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The doppelganger is a phenomenon that defies explanation – the apparent appearance of a double of a person either imitating their movements or even moving on their own.  Some appear to even be a glimpse into the future or a portent of death.  But what is bilocation?  And what is its connection with the doppelganger phenomena?

Understanding bilocation

For many people, the doppelganger phenomena and that of bilocation are very much the same category but when you examine stories of the two, there are a number of clear differences.  Bilocation, sometimes even multilocation, is the appearance of a person or an item in two places at the same time whereas the doppelganger tends to be close to the real person.

Bilocation was known to early Greek philosophers as well as shamans for a number of religions, in occult and in religions such as Hinduism as well as mystics of both Christianity and Judaism.  In more recent times, the phenomena has become connected with New Age, mysticism and spiritualism.

Famous cases

One of the best documented cases comes from the 1620s.  In 1622, Father Alonzo de Benavides was sent to what is today New Mexico to convert the Jumano Indians at the Isolita Mission.  Though they had never met French or Spanish people before, they already knew the Roman Catholic rituals and liturgy and carried crosses as well having altars.  The Father wrote to both Pope Urban VII and King Philip of Spain to inquire who had been to convert the Indians but the answer was that no-one had been sent.

When quizzed, the Indians said they learned about Christianity from a young ‘lady in blue’ who was with them for a number of years and taught them the new religion in their own language.  She had also told them that the white skinned people would come soon.  The Indians said she came ‘down from the height to us’ stayed to teach them then said to make the arrivals welcome when they came and went away.

The Father was baffled.  He showed the Indians a picture of the nuns of Poor Clare, as he knew they wore blue habits to which he was told the dress was right but not the woman in the painting – she was on the portly side while their woman had been young and beautiful.

Finally, Father Benavides returned to Spain, trying to solve the mystery there.  The Poor Clare nuns were a cloistered order who never left their convent, much less travelled across the ocean so how had one taught the Indians?  His investigation led him to Sister Mary of Jesus in Agreda, Spain.  She claimed to have converted the Indians without leaving her convent, with her Mother Superior confirming she had visited the Indians ‘not in body but in spirit’.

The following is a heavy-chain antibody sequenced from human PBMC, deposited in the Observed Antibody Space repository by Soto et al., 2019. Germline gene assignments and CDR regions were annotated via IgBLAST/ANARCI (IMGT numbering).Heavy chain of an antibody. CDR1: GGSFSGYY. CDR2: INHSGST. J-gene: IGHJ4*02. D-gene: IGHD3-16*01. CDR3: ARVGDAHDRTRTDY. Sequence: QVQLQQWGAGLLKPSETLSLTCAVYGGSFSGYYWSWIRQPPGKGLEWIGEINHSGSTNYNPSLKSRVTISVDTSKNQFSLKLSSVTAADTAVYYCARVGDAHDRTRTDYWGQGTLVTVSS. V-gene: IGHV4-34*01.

Sister Mary regularly went into a cataleptic trance and recalled dreams where she travelled to a strange, wild land and taught gospel to the people there.  She gave highly detailed descriptions of what she saw including the clothing and customs of the Indians, who had only just been discovered by Europeans.  When asked how she knew their language, she said she did but that ‘God had let them understand one another.’

Other examples

A number of religion figures are credited with the ability to bilocate.  St Anthony of Padua, a Portuguese Franciscan friar was in Limoges in France on Holy Thursday to give a sermon when he remembered he had also promised to chant prayers with his fellow friars on the other side of town.  He promptly stopped his sermon, knelt and pulled the hood over his head.  At that moment, he appeared in the chapel and conducted the prayers across town.  When he was finished, he vanished from the chapel, raised his head and carried on with his sermon.

St Alphonsus Liguori was a bishop of St Agata dei Goti, near Naples in 1774.  At the time, the Pope Clement XIV was dying in the Vatican in Rome.  The bishop went into a trance in his home, appeared at the bedside of the pontiff and remained with his until he died them awoke at home to describe what had happened, without leaving the room.

Even politicians it seems can make use of this strange talent.  Sir Gilbert Parker was a British MP in 1905 and during a debate, noticed Sir Frederick Carne Rasch across the hall in his normal spot.  Parker was shocked by this as he had spoken to members of Rasch’s household who confirmed he was very sick and in bed.  Yet he also appeared in the chamber, keen to hear the debate.

Vladimir Lenin was another who had the ability, according to stories passed down.  In October 1923, he was in his home in Gorki, critically ill yet at the same time was reported in his office in the Kremlin in Moscow, sorting through some papers.